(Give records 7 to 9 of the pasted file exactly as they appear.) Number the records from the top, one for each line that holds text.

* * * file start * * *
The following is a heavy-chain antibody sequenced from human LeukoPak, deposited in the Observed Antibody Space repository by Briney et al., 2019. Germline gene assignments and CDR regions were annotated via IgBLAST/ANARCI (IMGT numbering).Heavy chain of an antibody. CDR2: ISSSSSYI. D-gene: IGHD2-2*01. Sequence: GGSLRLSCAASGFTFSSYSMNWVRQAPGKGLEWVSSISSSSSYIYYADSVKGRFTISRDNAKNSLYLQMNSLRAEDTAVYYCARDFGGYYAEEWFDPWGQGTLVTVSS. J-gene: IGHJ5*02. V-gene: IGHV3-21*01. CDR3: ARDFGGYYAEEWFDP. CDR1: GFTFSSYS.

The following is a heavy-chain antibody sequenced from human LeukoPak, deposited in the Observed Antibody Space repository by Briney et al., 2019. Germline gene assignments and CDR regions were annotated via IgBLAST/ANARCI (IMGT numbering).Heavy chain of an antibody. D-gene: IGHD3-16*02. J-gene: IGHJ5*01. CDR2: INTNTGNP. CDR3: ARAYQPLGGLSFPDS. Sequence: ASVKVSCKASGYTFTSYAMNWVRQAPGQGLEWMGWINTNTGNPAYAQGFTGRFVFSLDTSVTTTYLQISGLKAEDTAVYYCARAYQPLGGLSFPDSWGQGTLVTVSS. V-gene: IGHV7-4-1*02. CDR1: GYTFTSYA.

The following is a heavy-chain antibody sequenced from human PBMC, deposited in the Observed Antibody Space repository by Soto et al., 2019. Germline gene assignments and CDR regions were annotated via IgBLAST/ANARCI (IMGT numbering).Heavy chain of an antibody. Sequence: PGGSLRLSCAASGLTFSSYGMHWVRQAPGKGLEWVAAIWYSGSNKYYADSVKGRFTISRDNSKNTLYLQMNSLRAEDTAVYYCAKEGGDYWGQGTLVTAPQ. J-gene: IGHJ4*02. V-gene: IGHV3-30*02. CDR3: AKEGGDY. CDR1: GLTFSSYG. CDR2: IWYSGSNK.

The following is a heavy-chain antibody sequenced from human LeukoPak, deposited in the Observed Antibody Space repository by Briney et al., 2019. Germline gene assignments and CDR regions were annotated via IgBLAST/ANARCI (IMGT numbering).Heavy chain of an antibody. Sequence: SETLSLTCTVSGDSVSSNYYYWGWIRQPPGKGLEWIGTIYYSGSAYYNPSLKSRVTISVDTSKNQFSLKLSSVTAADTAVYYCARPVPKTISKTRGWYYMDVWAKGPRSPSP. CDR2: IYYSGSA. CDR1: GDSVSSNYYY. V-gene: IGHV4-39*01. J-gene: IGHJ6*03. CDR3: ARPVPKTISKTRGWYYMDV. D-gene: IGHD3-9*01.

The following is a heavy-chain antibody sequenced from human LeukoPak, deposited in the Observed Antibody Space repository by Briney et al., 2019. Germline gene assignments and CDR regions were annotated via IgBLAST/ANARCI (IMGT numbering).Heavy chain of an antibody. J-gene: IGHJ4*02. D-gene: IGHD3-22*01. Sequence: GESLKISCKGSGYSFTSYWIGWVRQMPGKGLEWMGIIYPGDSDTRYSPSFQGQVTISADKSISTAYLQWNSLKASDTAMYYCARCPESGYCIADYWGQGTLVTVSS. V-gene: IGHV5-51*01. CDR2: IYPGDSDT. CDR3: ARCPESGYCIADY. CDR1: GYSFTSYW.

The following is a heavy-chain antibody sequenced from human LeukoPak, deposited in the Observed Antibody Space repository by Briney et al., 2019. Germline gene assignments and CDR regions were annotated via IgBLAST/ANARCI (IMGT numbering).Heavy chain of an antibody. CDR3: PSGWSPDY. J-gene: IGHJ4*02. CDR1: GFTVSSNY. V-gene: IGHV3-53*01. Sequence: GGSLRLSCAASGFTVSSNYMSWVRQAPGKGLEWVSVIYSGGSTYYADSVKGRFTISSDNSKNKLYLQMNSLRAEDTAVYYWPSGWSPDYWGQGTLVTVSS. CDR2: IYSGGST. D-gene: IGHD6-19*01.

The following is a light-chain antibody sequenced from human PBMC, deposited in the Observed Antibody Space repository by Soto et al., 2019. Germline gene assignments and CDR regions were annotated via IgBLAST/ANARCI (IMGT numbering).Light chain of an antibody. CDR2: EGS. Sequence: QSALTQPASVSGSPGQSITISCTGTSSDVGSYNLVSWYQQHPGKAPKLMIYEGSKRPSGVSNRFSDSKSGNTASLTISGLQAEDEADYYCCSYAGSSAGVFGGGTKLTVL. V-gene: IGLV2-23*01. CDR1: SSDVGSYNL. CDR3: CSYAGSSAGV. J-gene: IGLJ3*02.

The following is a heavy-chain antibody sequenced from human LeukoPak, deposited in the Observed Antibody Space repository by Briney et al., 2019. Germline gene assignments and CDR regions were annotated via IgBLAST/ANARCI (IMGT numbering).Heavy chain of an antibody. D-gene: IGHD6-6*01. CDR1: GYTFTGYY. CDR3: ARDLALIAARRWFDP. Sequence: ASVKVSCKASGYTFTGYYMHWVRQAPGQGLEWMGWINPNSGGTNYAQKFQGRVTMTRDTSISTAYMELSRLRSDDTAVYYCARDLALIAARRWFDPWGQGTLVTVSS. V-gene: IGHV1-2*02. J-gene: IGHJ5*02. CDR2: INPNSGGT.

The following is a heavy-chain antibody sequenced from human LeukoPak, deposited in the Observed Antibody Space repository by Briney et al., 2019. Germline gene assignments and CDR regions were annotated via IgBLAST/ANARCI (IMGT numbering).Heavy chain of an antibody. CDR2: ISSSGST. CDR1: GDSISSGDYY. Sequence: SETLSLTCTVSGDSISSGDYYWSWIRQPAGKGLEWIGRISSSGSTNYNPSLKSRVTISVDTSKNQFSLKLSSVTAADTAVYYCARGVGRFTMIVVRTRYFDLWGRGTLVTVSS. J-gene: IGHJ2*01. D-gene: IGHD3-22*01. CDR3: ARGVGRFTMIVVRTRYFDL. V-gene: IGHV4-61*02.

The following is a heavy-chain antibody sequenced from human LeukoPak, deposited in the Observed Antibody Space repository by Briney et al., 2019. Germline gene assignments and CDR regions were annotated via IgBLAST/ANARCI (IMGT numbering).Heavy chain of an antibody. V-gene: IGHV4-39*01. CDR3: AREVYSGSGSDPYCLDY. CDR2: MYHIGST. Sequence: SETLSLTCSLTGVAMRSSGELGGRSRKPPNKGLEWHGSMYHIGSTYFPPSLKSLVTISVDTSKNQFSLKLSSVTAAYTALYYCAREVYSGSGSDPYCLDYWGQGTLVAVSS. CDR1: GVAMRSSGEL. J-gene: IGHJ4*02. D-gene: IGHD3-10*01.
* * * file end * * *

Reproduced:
The following is a light-chain antibody sequenced from human PBMC, deposited in the Observed Antibody Space repository by Soto et al., 2019. Germline gene assignments and CDR regions were annotated via IgBLAST/ANARCI (IMGT numbering).Light chain of an antibody. CDR2: EGS. Sequence: QSALTQPASVSGSPGQSITISCTGTSSDVGSYNLVSWYQQHPGKAPKLMIYEGSKRPSGVSNRFSDSKSGNTASLTISGLQAEDEADYYCCSYAGSSAGVFGGGTKLTVL. V-gene: IGLV2-23*01. CDR1: SSDVGSYNL. CDR3: CSYAGSSAGV. J-gene: IGLJ3*02.

The following is a heavy-chain antibody sequenced from human LeukoPak, deposited in the Observed Antibody Space repository by Briney et al., 2019. Germline gene assignments and CDR regions were annotated via IgBLAST/ANARCI (IMGT numbering).Heavy chain of an antibody. D-gene: IGHD6-6*01. CDR1: GYTFTGYY. CDR3: ARDLALIAARRWFDP. Sequence: ASVKVSCKASGYTFTGYYMHWVRQAPGQGLEWMGWINPNSGGTNYAQKFQGRVTMTRDTSISTAYMELSRLRSDDTAVYYCARDLALIAARRWFDPWGQGTLVTVSS. V-gene: IGHV1-2*02. J-gene: IGHJ5*02. CDR2: INPNSGGT.

The following is a heavy-chain antibody sequenced from human LeukoPak, deposited in the Observed Antibody Space repository by Briney et al., 2019. Germline gene assignments and CDR regions were annotated via IgBLAST/ANARCI (IMGT numbering).Heavy chain of an antibody. CDR2: ISSSGST. CDR1: GDSISSGDYY. Sequence: SETLSLTCTVSGDSISSGDYYWSWIRQPAGKGLEWIGRISSSGSTNYNPSLKSRVTISVDTSKNQFSLKLSSVTAADTAVYYCARGVGRFTMIVVRTRYFDLWGRGTLVTVSS. J-gene: IGHJ2*01. D-gene: IGHD3-22*01. CDR3: ARGVGRFTMIVVRTRYFDL. V-gene: IGHV4-61*02.